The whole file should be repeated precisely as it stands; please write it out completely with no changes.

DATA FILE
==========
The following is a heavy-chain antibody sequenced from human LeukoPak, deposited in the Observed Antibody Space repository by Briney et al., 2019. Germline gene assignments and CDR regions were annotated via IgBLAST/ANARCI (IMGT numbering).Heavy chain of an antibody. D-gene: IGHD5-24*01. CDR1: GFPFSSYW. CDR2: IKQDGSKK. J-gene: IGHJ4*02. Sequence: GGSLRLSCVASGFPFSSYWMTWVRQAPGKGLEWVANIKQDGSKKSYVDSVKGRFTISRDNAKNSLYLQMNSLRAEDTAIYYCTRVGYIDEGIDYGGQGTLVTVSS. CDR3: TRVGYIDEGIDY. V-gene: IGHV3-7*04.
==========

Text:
The following is a heavy-chain antibody sequenced from human LeukoPak, deposited in the Observed Antibody Space repository by Briney et al., 2019. Germline gene assignments and CDR regions were annotated via IgBLAST/ANARCI (IMGT numbering).Heavy chain of an antibody. D-gene: IGHD5-24*01. CDR1: GFPFSSYW. CDR2: IKQDGSKK. J-gene: IGHJ4*02. Sequence: GGSLRLSCVASGFPFSSYWMTWVRQAPGKGLEWVANIKQDGSKKSYVDSVKGRFTISRDNAKNSLYLQMNSLRAEDTAIYYCTRVGYIDEGIDYGGQGTLVTVSS. CDR3: TRVGYIDEGIDY. V-gene: IGHV3-7*04.